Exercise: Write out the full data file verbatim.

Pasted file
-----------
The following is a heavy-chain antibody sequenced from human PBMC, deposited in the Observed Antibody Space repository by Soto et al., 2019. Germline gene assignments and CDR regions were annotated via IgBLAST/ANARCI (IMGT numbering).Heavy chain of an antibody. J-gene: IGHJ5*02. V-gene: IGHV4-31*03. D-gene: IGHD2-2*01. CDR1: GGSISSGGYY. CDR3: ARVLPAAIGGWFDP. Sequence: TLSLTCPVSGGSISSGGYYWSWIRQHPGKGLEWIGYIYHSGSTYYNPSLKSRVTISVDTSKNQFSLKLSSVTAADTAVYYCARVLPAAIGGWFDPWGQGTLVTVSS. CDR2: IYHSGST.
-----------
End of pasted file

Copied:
The following is a heavy-chain antibody sequenced from human PBMC, deposited in the Observed Antibody Space repository by Soto et al., 2019. Germline gene assignments and CDR regions were annotated via IgBLAST/ANARCI (IMGT numbering).Heavy chain of an antibody. J-gene: IGHJ5*02. V-gene: IGHV4-31*03. D-gene: IGHD2-2*01. CDR1: GGSISSGGYY. CDR3: ARVLPAAIGGWFDP. Sequence: TLSLTCPVSGGSISSGGYYWSWIRQHPGKGLEWIGYIYHSGSTYYNPSLKSRVTISVDTSKNQFSLKLSSVTAADTAVYYCARVLPAAIGGWFDPWGQGTLVTVSS. CDR2: IYHSGST.